Sound of Silence

By The Spiritual Explorer | Published 12 June, 2015

Dear Spiritual Explorer: I was listening to Simon and Garfunkel’s Sound of Silence and it made me think how I need to retreat and find my own silence. I however am a bit afraid that I won’t be able to last very long in silence. Gretel Z., Northport, FL

The Sound of Silence

Sound of Silence:

Hello darkness, my old friend,
I’ve come to talk with you again,
Because a vision softly creeping,
Left its seeds while I was sleeping,
And the vision that was planted in my brain
Still remains
Within the sound of silence.

Dear Gretel: Interesting, isn’t it, that when we think of something, there is a song that sometimes appears in our awareness. In our case, it sounds like the desire for the sound of silence is beginning to call you.

There are many insight meditation retreats available, perhaps not so many during the summer. They call for silence for sometimes extended periods of time, far longer than you might have thought yourself willing to accept or surrender to. Some silent retreats ask that you not even look at your fellow participants and keep your eyes cast down. That can be sometimes difficult for people. And if you need to talk, you are to limit your conversation to the most necessary speech, such as, “Where’s the bathroom?” “Where is the hospital?” or “I just broke my leg.” Only kidding.

One of the groups which was held at Kashi Ashram even asked the participants to retire very early, rise very early and our chefs were asked to serve food that was not very interesting and quite bland. But we aim to please and we saw at the end of the silent retreat, these people seemed to be quite radiant and emitted a feeling of peace within themselves.

Sound of silence similar to koan

When we talk about the sound of silence, it is kind of like a koan. What exactly is the sound of silence? It’s similar to asking what is the sound of one hand clapping. Koans are wonderful at retreats because they ask you to answer the question within yourself, not from a rational standpoint but from an intuitive knowing. Some people have claimed that the insight gained from solving a koan is similar to a sartori experience, a kind of miniature enlightenment, something to be truly valued.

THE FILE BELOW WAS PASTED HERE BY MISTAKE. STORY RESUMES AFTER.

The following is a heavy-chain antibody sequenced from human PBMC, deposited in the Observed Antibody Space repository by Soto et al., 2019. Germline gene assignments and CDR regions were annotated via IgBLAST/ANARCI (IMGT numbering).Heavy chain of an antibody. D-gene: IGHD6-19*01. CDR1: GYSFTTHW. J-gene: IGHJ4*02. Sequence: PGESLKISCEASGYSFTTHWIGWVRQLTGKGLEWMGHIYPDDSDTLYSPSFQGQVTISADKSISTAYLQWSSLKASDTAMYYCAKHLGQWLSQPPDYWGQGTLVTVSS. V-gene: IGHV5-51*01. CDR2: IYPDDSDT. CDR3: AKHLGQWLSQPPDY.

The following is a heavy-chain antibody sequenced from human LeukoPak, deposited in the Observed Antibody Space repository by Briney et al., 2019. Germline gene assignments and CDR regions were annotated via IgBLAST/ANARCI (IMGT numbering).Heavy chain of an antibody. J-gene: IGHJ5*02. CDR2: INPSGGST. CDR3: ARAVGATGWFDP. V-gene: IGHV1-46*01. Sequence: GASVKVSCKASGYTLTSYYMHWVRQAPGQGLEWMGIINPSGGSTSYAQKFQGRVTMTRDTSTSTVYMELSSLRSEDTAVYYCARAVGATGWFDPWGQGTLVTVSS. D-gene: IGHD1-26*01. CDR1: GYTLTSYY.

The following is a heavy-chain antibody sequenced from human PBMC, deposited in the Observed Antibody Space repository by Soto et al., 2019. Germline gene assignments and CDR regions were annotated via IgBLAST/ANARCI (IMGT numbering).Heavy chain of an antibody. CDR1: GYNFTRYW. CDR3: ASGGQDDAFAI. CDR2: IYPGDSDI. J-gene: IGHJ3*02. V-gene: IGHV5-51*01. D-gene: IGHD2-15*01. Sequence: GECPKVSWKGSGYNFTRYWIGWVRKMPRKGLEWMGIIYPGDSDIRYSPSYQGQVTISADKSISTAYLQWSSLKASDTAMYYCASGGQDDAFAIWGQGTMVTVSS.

Sound of silence awakens one to awareness

I think that the sound of silence might be compared to a palpable and nourishing atmosphere of stillness. At that time one’s senses can awaken to an awareness of things and persons around them to which they have previously been unaware. I have heard participants of these retreats claim a new “knowing” and ability to almost hear the “sound of silence” as they relax into the absence of noise. There is also a feeling of intimacy and connection to the outer world and nature which was never felt before.

Sound of silence challenging

Silcence can be challenging for some people at the beginning of their first entreat, especially when one associates it with lack of human contact, isolation or exclusion. The secret is to bypass those initial feelings, wait out the discomfort and embrace the lack of noise, disruption and interruptions that plague our every day life. From what I have heard however, those people intimidated by the sound of silence arrive at such a feeling of peace that they are reluctant at the end of the retreat to return to their normal lives.

Opportunities within sound of silence

Most people, however, come to cherish the silence of retreat. As people become aware of its richness, they come to look forward to the sound of silence rather than fear it.

It appears that what is most compelling is the possibility of being able to hear the sounds and sensations that were formerly closed to awareness  because of the distraction of mind and senses. It feels like an opportunity to reconnect with the wonders of nature and the universe that may have eluded one.

Best of all, there is the opportunity to finally hear that still small voice within that becomes available as we find our sound of silence. One can tune into those quieter, less sound thoughts which normally get drowned out by mental activity.

Finally, think how relieving it is to not have to listen to those imagined conversations with others, the remembrance of past conversations or just plain old talking to ourselves.As discursive thinking quiets down, the mind becomes more peaceful. As agitation decreases, desire and aversion lessen. When this inner stilling is accompanied by confidence, purity, and equanimity then the mind is said to experience the fullness of “noble silence.” How inspiring is that?

If you have a question about “the sound of silence,” or anything else, you can write me at Ask The Spiritual Explorer.

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